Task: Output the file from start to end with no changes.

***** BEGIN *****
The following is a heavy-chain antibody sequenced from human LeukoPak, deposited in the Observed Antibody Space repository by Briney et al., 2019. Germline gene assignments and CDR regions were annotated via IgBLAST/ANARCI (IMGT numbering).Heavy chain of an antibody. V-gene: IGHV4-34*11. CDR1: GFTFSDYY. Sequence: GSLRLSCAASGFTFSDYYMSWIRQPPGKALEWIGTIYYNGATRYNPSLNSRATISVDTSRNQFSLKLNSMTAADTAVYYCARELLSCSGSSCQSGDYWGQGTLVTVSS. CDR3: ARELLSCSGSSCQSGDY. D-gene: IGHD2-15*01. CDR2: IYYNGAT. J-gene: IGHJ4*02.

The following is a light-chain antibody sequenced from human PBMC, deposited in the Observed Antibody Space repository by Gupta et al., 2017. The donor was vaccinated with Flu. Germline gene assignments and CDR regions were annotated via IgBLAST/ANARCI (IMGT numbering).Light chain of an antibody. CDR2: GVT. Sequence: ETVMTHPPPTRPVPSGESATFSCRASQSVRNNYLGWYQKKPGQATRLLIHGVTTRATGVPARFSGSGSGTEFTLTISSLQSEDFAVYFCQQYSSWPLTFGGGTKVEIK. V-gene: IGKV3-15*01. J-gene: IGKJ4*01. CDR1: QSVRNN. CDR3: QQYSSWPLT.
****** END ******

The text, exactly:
The following is a heavy-chain antibody sequenced from human LeukoPak, deposited in the Observed Antibody Space repository by Briney et al., 2019. Germline gene assignments and CDR regions were annotated via IgBLAST/ANARCI (IMGT numbering).Heavy chain of an antibody. V-gene: IGHV4-34*11. CDR1: GFTFSDYY. Sequence: GSLRLSCAASGFTFSDYYMSWIRQPPGKALEWIGTIYYNGATRYNPSLNSRATISVDTSRNQFSLKLNSMTAADTAVYYCARELLSCSGSSCQSGDYWGQGTLVTVSS. CDR3: ARELLSCSGSSCQSGDY. D-gene: IGHD2-15*01. CDR2: IYYNGAT. J-gene: IGHJ4*02.

The following is a light-chain antibody sequenced from human PBMC, deposited in the Observed Antibody Space repository by Gupta et al., 2017. The donor was vaccinated with Flu. Germline gene assignments and CDR regions were annotated via IgBLAST/ANARCI (IMGT numbering).Light chain of an antibody. CDR2: GVT. Sequence: ETVMTHPPPTRPVPSGESATFSCRASQSVRNNYLGWYQKKPGQATRLLIHGVTTRATGVPARFSGSGSGTEFTLTISSLQSEDFAVYFCQQYSSWPLTFGGGTKVEIK. V-gene: IGKV3-15*01. J-gene: IGKJ4*01. CDR1: QSVRNN. CDR3: QQYSSWPLT.